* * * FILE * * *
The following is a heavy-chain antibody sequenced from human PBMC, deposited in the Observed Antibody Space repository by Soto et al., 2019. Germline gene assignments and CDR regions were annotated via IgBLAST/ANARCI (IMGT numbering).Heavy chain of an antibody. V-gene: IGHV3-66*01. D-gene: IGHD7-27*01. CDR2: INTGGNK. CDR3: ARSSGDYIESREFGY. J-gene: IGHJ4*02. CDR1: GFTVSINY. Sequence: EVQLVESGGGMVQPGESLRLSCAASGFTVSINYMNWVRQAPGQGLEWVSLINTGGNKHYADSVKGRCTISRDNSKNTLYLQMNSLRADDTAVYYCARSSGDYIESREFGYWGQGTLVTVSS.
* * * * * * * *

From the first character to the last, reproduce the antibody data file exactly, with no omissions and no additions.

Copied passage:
The following is a heavy-chain antibody sequenced from human PBMC, deposited in the Observed Antibody Space repository by Soto et al., 2019. Germline gene assignments and CDR regions were annotated via IgBLAST/ANARCI (IMGT numbering).Heavy chain of an antibody. V-gene: IGHV3-66*01. D-gene: IGHD7-27*01. CDR2: INTGGNK. CDR3: ARSSGDYIESREFGY. J-gene: IGHJ4*02. CDR1: GFTVSINY. Sequence: EVQLVESGGGMVQPGESLRLSCAASGFTVSINYMNWVRQAPGQGLEWVSLINTGGNKHYADSVKGRCTISRDNSKNTLYLQMNSLRADDTAVYYCARSSGDYIESREFGYWGQGTLVTVSS.